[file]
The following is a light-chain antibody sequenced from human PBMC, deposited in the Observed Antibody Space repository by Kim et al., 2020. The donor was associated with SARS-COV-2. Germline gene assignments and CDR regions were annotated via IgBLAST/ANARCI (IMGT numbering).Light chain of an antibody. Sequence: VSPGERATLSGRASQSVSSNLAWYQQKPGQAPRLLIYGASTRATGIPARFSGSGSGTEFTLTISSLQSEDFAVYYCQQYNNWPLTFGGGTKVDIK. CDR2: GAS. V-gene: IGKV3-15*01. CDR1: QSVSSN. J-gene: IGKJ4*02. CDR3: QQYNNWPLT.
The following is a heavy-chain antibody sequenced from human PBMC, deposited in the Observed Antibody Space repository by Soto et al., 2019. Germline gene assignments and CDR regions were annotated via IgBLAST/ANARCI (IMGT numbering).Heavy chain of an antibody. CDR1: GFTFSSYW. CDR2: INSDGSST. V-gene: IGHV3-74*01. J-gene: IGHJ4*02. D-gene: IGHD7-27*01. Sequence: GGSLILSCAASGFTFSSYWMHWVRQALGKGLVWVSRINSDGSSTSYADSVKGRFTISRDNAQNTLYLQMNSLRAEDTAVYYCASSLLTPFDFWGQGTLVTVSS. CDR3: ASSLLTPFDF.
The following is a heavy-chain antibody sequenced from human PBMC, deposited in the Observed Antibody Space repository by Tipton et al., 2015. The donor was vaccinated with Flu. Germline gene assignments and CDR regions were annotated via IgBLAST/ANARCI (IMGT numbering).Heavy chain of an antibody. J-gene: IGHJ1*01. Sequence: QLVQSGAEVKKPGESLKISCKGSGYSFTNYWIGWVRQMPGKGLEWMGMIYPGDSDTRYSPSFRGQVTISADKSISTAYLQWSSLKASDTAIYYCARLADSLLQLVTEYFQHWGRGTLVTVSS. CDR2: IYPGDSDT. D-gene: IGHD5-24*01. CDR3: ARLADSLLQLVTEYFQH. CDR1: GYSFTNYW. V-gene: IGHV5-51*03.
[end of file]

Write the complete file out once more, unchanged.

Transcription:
The following is a light-chain antibody sequenced from human PBMC, deposited in the Observed Antibody Space repository by Kim et al., 2020. The donor was associated with SARS-COV-2. Germline gene assignments and CDR regions were annotated via IgBLAST/ANARCI (IMGT numbering).Light chain of an antibody. Sequence: VSPGERATLSGRASQSVSSNLAWYQQKPGQAPRLLIYGASTRATGIPARFSGSGSGTEFTLTISSLQSEDFAVYYCQQYNNWPLTFGGGTKVDIK. CDR2: GAS. V-gene: IGKV3-15*01. CDR1: QSVSSN. J-gene: IGKJ4*02. CDR3: QQYNNWPLT.
The following is a heavy-chain antibody sequenced from human PBMC, deposited in the Observed Antibody Space repository by Soto et al., 2019. Germline gene assignments and CDR regions were annotated via IgBLAST/ANARCI (IMGT numbering).Heavy chain of an antibody. CDR1: GFTFSSYW. CDR2: INSDGSST. V-gene: IGHV3-74*01. J-gene: IGHJ4*02. D-gene: IGHD7-27*01. Sequence: GGSLILSCAASGFTFSSYWMHWVRQALGKGLVWVSRINSDGSSTSYADSVKGRFTISRDNAQNTLYLQMNSLRAEDTAVYYCASSLLTPFDFWGQGTLVTVSS. CDR3: ASSLLTPFDF.
The following is a heavy-chain antibody sequenced from human PBMC, deposited in the Observed Antibody Space repository by Tipton et al., 2015. The donor was vaccinated with Flu. Germline gene assignments and CDR regions were annotated via IgBLAST/ANARCI (IMGT numbering).Heavy chain of an antibody. J-gene: IGHJ1*01. Sequence: QLVQSGAEVKKPGESLKISCKGSGYSFTNYWIGWVRQMPGKGLEWMGMIYPGDSDTRYSPSFRGQVTISADKSISTAYLQWSSLKASDTAIYYCARLADSLLQLVTEYFQHWGRGTLVTVSS. CDR2: IYPGDSDT. D-gene: IGHD5-24*01. CDR3: ARLADSLLQLVTEYFQH. CDR1: GYSFTNYW. V-gene: IGHV5-51*03.